Setting up Business Structure for Book Project

By George SaenzBankrate.com

Dear Tax Talk, Several writers are collaborating on a nonfiction self-published book. Profits will be used first to offset startup costs, then profits will be distributed to writers according to their contributions. I plan to open a business account to which the profits will be deposited and from which I will cut checks on a quarterly basis.

Continue Reading Below

What's the simplest business structure to use to set up this venture? Would an LLC work? Someone I know suggested setting up a sole proprietorship. I'm wondering if the business account should be in my name or in the name of a business and how the taxes would work. Where do I need to register this business?

You can see I'm rather green about business matters. Thanks for any help you can provide. -- Joseph

Dear Joseph, I subscribe to the KIS philosophy, and to keep it simple would mean you operate as a sole proprietorship. A sole proprietorship does not require you to set up any formal organization. In its most basic form, a sole proprietorship is just another source of income that may have some associated expenses or deductions. Tax-wise, it's quite similar to an LLC. That is, you're basically in the same position as an LLC member when it comes to your overall tax bill. By overall tax bill, I mean income, self-employment taxes and the availability of tax deductions and credits.

As a sole proprietor, you can function under your own name or create a fictitious name. A fictitious name could be the title of the book (it would still be considered fictitious even though the book is nonfiction) registered to you as the individual owner. In most states, fictitious names are registered with the Secretary of State's Division of Corporations. A fictitious name registration basically makes a public record of the persons behind the name for purposes of process service (i.e., if someone sues you).

When the book becomes profitable and you begin to distribute moneys to the other authors, you'll need to secure their tax identification numbers by requesting they complete IRS Form W-9. If you pay them more than $600 during the tax year, you'll need to issue them a Form 1099-Misc. From the income you receive on the book, you would deduct your startup costs (in the year the book is published) and amounts paid to your collaborators. You would pay income and self-employment tax on the net profits.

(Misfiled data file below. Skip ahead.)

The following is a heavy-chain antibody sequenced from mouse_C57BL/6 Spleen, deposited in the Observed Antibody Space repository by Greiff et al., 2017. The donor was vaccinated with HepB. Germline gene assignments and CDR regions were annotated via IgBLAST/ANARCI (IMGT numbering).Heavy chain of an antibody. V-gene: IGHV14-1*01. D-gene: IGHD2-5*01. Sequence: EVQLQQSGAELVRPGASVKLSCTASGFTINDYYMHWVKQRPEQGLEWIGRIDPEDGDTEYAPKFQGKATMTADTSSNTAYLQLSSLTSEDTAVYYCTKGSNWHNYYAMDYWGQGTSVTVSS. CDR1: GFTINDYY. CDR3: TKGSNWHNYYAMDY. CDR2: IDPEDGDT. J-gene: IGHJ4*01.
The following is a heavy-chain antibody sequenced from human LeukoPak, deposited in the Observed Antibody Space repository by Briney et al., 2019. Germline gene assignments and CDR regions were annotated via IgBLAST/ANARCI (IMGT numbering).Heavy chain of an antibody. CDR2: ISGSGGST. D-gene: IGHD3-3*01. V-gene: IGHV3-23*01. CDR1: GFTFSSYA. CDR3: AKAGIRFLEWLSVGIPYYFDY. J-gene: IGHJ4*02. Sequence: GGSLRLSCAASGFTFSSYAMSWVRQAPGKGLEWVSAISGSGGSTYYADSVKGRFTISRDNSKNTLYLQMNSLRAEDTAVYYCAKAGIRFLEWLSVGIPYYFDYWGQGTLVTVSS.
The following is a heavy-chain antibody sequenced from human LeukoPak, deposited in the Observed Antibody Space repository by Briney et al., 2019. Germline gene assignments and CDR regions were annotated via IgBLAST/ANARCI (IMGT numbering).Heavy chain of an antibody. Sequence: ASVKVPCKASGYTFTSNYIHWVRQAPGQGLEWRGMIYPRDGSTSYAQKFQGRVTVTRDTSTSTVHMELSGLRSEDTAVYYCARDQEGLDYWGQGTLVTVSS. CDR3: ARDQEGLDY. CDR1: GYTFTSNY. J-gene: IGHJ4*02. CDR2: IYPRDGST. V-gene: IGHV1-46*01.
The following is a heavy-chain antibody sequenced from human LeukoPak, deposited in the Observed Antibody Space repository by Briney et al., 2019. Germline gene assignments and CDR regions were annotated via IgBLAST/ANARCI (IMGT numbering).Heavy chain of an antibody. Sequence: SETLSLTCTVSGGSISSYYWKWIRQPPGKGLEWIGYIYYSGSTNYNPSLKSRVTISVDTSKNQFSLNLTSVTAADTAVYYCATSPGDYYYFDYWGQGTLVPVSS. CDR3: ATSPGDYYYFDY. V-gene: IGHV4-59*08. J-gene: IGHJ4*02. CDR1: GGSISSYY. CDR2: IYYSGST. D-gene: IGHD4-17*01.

Good luck on your book.

To ensure compliance with requirements imposed by the IRS, we inform you that any U.S. federal tax advice contained in this communication (including any attachments) is not intended or written to be used, and cannot be used, for the purpose of (i) avoiding penalties under the Internal Revenue Code or (ii) promoting, marketing or recommending to another party any transaction or matter addressed herein. Taxpayers should seek professional advice based on their particular circumstances.

Bankrate's content, including the guidance of its advice-and-expert columns and this website, is intended only to assist you with financial decisions. The content is broad in scope and does not consider your personal financial situation. Bankrate recommends that you seek the advice of advisers who are fully aware of your individual circumstances before making any final decisions or implementing any financial strategy. Please remember that your use of this website is governed by Bankrate's Terms of Use.

What do you think?

Click the button below to comment on this article.